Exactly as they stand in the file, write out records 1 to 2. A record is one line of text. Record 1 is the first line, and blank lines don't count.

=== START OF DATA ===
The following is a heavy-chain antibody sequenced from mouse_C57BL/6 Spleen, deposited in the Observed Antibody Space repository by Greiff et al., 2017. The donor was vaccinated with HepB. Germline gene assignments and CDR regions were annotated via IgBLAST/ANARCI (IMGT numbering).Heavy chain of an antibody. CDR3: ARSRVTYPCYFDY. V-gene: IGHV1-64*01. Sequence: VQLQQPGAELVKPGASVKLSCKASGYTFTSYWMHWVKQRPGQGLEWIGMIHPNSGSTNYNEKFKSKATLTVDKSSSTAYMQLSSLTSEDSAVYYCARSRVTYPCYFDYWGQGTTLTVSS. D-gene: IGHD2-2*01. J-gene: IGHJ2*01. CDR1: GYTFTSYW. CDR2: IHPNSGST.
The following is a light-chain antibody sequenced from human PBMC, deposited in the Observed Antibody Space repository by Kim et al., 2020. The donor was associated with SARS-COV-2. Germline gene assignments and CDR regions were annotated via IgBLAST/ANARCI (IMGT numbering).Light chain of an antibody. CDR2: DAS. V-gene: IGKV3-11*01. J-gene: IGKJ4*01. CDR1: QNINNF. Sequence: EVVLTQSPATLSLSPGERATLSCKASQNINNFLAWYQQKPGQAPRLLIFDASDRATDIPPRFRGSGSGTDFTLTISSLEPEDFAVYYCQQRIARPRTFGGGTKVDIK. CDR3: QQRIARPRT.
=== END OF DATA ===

The following is a heavy-chain antibody sequenced from mouse_C57BL/6 Spleen, deposited in the Observed Antibody Space repository by Greiff et al., 2017. The donor was vaccinated with HepB. Germline gene assignments and CDR regions were annotated via IgBLAST/ANARCI (IMGT numbering).Heavy chain of an antibody. CDR3: ARSRVTYPCYFDY. V-gene: IGHV1-64*01. Sequence: VQLQQPGAELVKPGASVKLSCKASGYTFTSYWMHWVKQRPGQGLEWIGMIHPNSGSTNYNEKFKSKATLTVDKSSSTAYMQLSSLTSEDSAVYYCARSRVTYPCYFDYWGQGTTLTVSS. D-gene: IGHD2-2*01. J-gene: IGHJ2*01. CDR1: GYTFTSYW. CDR2: IHPNSGST.
The following is a light-chain antibody sequenced from human PBMC, deposited in the Observed Antibody Space repository by Kim et al., 2020. The donor was associated with SARS-COV-2. Germline gene assignments and CDR regions were annotated via IgBLAST/ANARCI (IMGT numbering).Light chain of an antibody. CDR2: DAS. V-gene: IGKV3-11*01. J-gene: IGKJ4*01. CDR1: QNINNF. Sequence: EVVLTQSPATLSLSPGERATLSCKASQNINNFLAWYQQKPGQAPRLLIFDASDRATDIPPRFRGSGSGTDFTLTISSLEPEDFAVYYCQQRIARPRTFGGGTKVDIK. CDR3: QQRIARPRT.